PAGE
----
History suggests that all but one of the Apostles met a violent death, martyred for the sake of the public doctrines of the Christian Church. There are some who dispute this but the Gospel certainly points to Peter's martyrdom (John 21:19) and Paul's willingness to be martyred (Acts 20:22-24.) There is no doubt either that many Bishops and others one can assume to be in the inner core of the Church willingly suffered torture and death for the openly professed doctrines of the Church. Now, why would they do that if they held those particular doctrines to be of little importance besides the esoteric ones which they secretly believed? One answer would be that the secret teachings were equally liable to persecution by the Roman authorities. The problem with that is that the various Gnostic groups and sects who claim to hold and teach the esoteric doctrines of Jesus Christ do not, in fact, advance anything that the Romans would have found half so objectionable as they thought Apostolic Christianity to be.

If Jesus is the unique Incarnation of the Son of God whose crucifixion and death redeems those who acknowledge Him to be Lord and Saviour then Christians are obliged to refuse worship to anyone else. This is the thing which most annoyed the authorities of the day and led to the persecution of the new movement. However, the Gnostics tend to claim that Jesus is simply, like the Buddha, the one who has most fully attained the life of the Spirit. What He offers is not Himself as such but His teachings. That being so there is no compelling reason to allow yourself to be killed for asserting His unique divinity when you believe that anyone can become equally divine by accepting His teachings and living them to the full. If you think that an esoteric doctrine exists then it requires you to suppose that it was held and taught not by the Apostles but by some other group who constituted an inner circle separate from the only inner circle for which we have any textual evidence.

There is an equal but opposite argument advanced by some Protestant Evangelicals that the Catholic Church dwells too much on what it calls 'mysteries,' especially regarding the Sacrifice of the Mass.It is said that the Church is pretending that the clear and simple message of Jesus has some hidden meaning that only priests can penetrate on behalf of the faithful. This is to misunderstand the meaning of the word 'mystery.' It signifies that there are things beyond the power of the human mind to understand fully. It does not signify that there are things which are fully known but deliberately hidden. It is, for example, impossible to fully unpack a sentence like ' I am the living bread that came down from heaven; whoever eats this bread will live forever; and the bread that I will give is my flesh for the life of the world' (John 6:51) without coming up to the boundaries of the knowable. In that sense Christianity is and always will be a mysterious religion. What it isn't and never has been is a two-speed religion with the fullness of revelation reserved for initiates and some second-rate hand-me-down reserved for a gullible public. The Christ of the Church is the Christ for all.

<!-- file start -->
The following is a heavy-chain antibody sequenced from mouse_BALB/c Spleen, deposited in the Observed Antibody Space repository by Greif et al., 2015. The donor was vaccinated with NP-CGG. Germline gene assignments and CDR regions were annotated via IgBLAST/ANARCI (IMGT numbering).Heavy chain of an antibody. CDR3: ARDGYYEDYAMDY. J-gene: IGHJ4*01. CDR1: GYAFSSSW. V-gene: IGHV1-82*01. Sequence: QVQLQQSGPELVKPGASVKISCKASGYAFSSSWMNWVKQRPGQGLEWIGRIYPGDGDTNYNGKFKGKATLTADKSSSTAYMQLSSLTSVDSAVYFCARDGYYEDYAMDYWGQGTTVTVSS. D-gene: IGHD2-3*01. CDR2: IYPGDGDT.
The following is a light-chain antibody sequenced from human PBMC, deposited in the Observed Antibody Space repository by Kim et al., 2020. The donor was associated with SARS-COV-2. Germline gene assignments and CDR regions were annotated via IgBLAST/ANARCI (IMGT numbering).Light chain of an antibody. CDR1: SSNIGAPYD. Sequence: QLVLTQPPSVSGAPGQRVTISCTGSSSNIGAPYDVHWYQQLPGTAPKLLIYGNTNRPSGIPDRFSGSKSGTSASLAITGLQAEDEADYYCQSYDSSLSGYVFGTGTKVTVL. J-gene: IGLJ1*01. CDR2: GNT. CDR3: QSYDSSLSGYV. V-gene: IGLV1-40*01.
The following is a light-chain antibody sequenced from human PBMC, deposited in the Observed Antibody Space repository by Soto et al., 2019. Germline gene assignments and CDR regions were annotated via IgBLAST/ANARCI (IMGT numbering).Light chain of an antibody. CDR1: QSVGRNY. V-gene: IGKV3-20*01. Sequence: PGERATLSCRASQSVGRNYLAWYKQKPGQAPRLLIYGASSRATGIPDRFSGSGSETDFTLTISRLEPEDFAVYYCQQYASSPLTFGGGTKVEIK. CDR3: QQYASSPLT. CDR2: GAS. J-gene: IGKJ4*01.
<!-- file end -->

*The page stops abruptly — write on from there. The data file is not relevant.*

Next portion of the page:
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  1. Am sure you are right - the context was one in which mystery religions were increasingly part of the private sphere and Christianity seems to have been less secretive than many. The most common charge against the Christians was (I think - my knowledge is not as deep as yours) of atheism rather than esotericism.

    Enjoyed this again, thanks Steve.

    1. Thank you. Yes the early Christians were accused mostly of atheism for refusing to acknowledge the gods recognised by Rome. They did practice reticence with regard to the mystery of the Eucharist for several generations in that the unbaptised were excluded from it. Beyond that we find no trace of a secret doctrine. The gnostic and esoteric cults had no especial reason to fear persecution from the pagans since their doctrine was that each enlightened person was exactly equivalent to Jesus. Therefore everyone was divine not through the person of Jesus but through the awakening of their inner Christ. An outlook that did not invite one to martyrdom in defence of the exclusive claims of the Incarnate Son of God. Incidentally I think the evidence is that the gnostic texts for the most part post-dated the canonical ones which is an argument against their transmission by those close to Jesus.